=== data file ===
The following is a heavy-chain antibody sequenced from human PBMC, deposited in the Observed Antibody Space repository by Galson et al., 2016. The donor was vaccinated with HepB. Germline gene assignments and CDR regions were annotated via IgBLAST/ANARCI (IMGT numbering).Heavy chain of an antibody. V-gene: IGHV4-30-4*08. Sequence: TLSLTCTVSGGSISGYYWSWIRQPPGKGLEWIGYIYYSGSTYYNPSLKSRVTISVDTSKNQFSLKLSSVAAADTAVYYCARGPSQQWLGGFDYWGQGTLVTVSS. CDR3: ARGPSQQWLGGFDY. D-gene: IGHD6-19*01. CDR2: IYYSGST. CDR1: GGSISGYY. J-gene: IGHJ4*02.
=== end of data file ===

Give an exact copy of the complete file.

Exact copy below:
The following is a heavy-chain antibody sequenced from human PBMC, deposited in the Observed Antibody Space repository by Galson et al., 2016. The donor was vaccinated with HepB. Germline gene assignments and CDR regions were annotated via IgBLAST/ANARCI (IMGT numbering).Heavy chain of an antibody. V-gene: IGHV4-30-4*08. Sequence: TLSLTCTVSGGSISGYYWSWIRQPPGKGLEWIGYIYYSGSTYYNPSLKSRVTISVDTSKNQFSLKLSSVAAADTAVYYCARGPSQQWLGGFDYWGQGTLVTVSS. CDR3: ARGPSQQWLGGFDY. D-gene: IGHD6-19*01. CDR2: IYYSGST. CDR1: GGSISGYY. J-gene: IGHJ4*02.